Reviews: Varley, John

Writing in the Garden

Titan — John Varley
Gaea, book 1

1979’s Titan is the first novel in John Varley’s Gaea trilogy.

Ringmaster is the first crewed spacecraft to visit distant Saturn. The crew discovers a twelfth moon of Saturn, the first discovered in the six decades since Janus and Epimethius were detected in the 1960s1. What at first appears to be a small object turns out to be huge, over 1300 kilometres in diameter2. By rights, any moon that large should be spherical and comparable in mass to our Moon. This object, which the astronauts initially call Themis, is a torus of low mass which is spinning rapidly enough that any object on its surface would be flicked off into space. The obvious conclusion is that the object is artificial, possibly an alien generation ship.

When Ringmaster approaches the object, they discover something else about Themis. It knows that Ringmaster is nearby and is able to reach out and tear the spacecraft apart. The crew — Cirocco Jones, Bill NLN, April and August Polo, Gaby Plauget, Calvin Greene, and Gene Springfield — are grabbed by immense tentacles and borne off into the depths of the vast moon.

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No father, no mother, she’s just like the other

The Ophiuchi Hotline — John Varley

1977’s The Ophiuchi Hotline was John Varley’s first novel.

Convicted of crimes against humanity, Lilo’s fate is set. She will be executed as thoroughly as the state can arrange: her genetic samples will be destroyed, her brain records erased, and her body will be dropped into one of the small black holes 1 that power the Eight Worlds.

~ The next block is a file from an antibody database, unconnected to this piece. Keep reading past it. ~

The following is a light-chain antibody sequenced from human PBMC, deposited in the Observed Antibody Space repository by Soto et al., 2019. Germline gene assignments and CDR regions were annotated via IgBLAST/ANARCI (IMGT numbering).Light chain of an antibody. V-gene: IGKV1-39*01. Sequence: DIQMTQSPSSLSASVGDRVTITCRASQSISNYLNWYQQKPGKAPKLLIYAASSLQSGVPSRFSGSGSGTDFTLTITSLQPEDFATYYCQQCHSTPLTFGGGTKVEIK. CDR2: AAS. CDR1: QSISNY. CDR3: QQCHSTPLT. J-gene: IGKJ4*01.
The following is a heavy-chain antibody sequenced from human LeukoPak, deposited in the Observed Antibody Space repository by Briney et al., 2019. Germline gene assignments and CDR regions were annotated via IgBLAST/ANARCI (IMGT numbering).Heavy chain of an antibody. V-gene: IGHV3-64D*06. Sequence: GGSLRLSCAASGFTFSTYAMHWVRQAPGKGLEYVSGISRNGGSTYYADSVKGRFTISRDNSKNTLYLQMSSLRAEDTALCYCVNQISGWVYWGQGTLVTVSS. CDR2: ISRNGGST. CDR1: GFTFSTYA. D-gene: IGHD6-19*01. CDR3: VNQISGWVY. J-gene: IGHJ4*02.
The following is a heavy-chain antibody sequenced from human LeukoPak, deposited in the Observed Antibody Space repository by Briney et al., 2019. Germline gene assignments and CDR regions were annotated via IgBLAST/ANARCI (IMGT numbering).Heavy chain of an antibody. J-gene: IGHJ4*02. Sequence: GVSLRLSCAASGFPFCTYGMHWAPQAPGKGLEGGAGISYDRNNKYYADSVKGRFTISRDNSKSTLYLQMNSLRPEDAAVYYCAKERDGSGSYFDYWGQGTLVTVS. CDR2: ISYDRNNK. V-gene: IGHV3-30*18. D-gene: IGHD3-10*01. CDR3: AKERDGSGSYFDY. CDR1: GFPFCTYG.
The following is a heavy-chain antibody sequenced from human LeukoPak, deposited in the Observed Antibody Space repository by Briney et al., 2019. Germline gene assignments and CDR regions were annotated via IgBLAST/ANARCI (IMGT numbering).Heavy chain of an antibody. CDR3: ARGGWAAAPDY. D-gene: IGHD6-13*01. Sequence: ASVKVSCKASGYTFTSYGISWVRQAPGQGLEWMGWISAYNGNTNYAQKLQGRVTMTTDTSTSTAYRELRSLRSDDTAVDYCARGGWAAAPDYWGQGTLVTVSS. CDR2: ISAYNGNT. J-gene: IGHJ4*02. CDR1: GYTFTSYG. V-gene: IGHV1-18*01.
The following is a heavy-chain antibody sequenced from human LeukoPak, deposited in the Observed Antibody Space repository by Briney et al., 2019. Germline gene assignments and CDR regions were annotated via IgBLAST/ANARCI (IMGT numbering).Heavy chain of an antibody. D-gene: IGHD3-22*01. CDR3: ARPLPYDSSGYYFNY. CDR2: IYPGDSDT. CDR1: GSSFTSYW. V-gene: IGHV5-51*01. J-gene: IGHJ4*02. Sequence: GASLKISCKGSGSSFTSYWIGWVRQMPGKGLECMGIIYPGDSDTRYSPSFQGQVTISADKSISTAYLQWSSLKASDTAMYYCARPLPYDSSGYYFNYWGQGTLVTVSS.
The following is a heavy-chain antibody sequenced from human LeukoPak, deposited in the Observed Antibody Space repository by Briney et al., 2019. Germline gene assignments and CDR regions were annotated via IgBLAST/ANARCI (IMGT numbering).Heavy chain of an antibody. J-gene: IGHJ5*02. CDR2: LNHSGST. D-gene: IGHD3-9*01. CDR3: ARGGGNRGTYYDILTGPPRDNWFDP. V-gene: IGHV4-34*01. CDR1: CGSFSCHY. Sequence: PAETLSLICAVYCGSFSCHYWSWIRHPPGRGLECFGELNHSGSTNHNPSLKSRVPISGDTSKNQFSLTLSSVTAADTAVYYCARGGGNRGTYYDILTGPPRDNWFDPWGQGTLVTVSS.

All this will come to pass, but it won’t be the end of Lilo’s story.

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The tragedy of John Varley

The Persistence of Vision — John Varley

The tragedy of John Varley’s 1978 collection, The Persistence of Vision, isn’t that its contents have aged; although time has not been kind to some of them, others have fared well. The tragedy is the stark contrast between the John Varley of the 1970s and the John Varley of today. Young Varley was one of the few male authors of note to emerge in the disco era, the author of a remarkable series of short works [1]. The mature Varley wastes his talent on second-rate Heinlein pastiches [2] and novels whose moral is that, as bad as the collapse of civilization would be, at least it would turn women back into homemakers and get the kids off the Twitter.

To quote a noted social activist, “Why are so few of us left active, healthy, and without personality disorders?”

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